Far out to the west, at the edge of the archipelago where the sea takes over, is where you’ll find Marstrand. Famous for its sailing and swimming, Marstrand is a great favourite among its visitors. Feel the sense of power at Carlstens Fortress, the harbour full of all manner of boats and picturesque neighbourhoods with pedestrian streets. There are many top-class restaurants and cafés in the area, as well as opportunities for sunbathing and swimming in the sea.
Picturesque streets in a historic setting
The coastal town of Marstrand, only 45 minutes north of Gothenburg, is spread over the two islands of Koön and Marstrandsön, the latter being most often referred to. You can reach Marstrandsön by taking a quick ferry over the straits, where you are welcomed by a lively yet historical setting with small alleys, the spectacular fortress and sea views at every turn. The boats are cheek to jowl along the piers in Sweden's largest guest harbour, and during the GKSS Match Cup Sweden, in the first week of July, Marstrand is definitely the sailing centre of the whole country.
Photographer: Dan Ljungsvik
Fortress, art and adventure
Marstrand’s largest attraction is the mighty Carlstens Fortress, dating from the mid-17th century. It was here that the infamous thief Lasse-Maja was imprisoned for 27 years, and if you visit the fortress dungeons you understand very quickly why every fifth prisoner died during the winters here. Marstrand also offers spas and recreation, lively nightlife and many sea-related adventures.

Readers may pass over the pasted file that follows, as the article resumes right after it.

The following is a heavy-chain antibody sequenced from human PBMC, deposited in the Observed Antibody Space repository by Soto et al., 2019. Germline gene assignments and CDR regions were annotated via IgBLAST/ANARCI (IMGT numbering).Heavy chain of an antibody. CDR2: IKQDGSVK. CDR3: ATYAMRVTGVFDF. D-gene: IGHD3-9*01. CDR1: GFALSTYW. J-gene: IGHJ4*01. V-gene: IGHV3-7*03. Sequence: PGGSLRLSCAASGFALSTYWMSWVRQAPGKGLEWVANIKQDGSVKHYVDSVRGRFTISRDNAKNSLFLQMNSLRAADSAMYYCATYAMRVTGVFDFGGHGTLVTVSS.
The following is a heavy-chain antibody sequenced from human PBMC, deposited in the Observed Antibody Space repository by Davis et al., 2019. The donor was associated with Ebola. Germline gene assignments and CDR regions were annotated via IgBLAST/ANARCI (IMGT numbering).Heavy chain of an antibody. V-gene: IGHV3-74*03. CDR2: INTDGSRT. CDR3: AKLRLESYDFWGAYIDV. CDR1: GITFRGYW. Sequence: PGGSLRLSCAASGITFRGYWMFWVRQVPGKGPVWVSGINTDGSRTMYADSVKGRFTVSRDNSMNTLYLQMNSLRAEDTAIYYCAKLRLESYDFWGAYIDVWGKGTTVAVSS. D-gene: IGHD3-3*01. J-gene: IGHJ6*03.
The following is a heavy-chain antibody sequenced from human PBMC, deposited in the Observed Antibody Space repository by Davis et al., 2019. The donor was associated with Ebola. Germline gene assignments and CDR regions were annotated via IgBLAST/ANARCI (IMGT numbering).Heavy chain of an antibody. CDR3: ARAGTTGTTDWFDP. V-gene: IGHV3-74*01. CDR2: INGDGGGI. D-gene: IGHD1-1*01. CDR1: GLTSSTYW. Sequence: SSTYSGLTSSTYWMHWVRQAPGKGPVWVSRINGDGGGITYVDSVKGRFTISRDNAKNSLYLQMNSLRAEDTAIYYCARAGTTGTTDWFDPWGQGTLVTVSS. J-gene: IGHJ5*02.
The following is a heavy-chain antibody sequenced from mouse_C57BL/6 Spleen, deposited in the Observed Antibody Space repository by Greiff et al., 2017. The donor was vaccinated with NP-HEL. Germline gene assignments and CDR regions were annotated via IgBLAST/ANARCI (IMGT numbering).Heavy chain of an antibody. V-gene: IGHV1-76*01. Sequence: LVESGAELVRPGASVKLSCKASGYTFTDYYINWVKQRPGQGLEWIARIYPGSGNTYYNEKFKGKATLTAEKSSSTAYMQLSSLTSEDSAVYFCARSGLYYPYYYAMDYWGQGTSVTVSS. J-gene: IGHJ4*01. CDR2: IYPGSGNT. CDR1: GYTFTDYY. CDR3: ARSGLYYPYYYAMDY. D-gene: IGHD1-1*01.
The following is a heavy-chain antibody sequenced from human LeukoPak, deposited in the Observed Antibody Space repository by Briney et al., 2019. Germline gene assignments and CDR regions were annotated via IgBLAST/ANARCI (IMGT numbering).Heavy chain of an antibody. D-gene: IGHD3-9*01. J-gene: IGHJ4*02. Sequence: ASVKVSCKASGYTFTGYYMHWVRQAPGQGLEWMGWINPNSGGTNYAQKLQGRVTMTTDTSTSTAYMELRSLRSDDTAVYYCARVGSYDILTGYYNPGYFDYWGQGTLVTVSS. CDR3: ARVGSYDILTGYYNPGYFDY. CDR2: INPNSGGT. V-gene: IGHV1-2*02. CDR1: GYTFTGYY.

Walk alongside the sea
There are some great walking options in the area. You can stop for a swim at the nudist beach during your walk around the whole of Marstrandsön, or take a shorter walk through Smugglarrännan. Take a break out by Skallens lighthouse and admire the enchanting area where the Skagerrak and Kattegatt meet. On Koön there are well-marked footpaths, with three levels of difficulty and many lovely rest areas and viewpoints.
From fishing village to royal seaside resort
Marstrand was founded in the 13th century by the Norwegian king, Håkon Håkonsson, and did not become Swedish until 1658. It was an important fishing port for many years and by the 16th century it was the centre of the herring industry in Europe. For many centuries, the stocks of herring made the difference between prosperity and poverty for the inhabitants of Marstrand. Seaside resorts became popular in the nineteenth century and Marstrand experienced a new upswing. Both King Oscar II and other genteel guests were attracted to the island by the renowned establishments of Societetshuset and the warm baths in Marstrands Varmbadhus, also known as Båtellet.
Photographer: Per Pixel Petersson
You can still enjoy good food, festivities and bathing here. The legacy from the past is reflected in the well-preserved cobblestone streets, framed by beautiful turn-of-the-century buildings which proudly show off their fine glazed verandas and sublime gingerbread woodwork.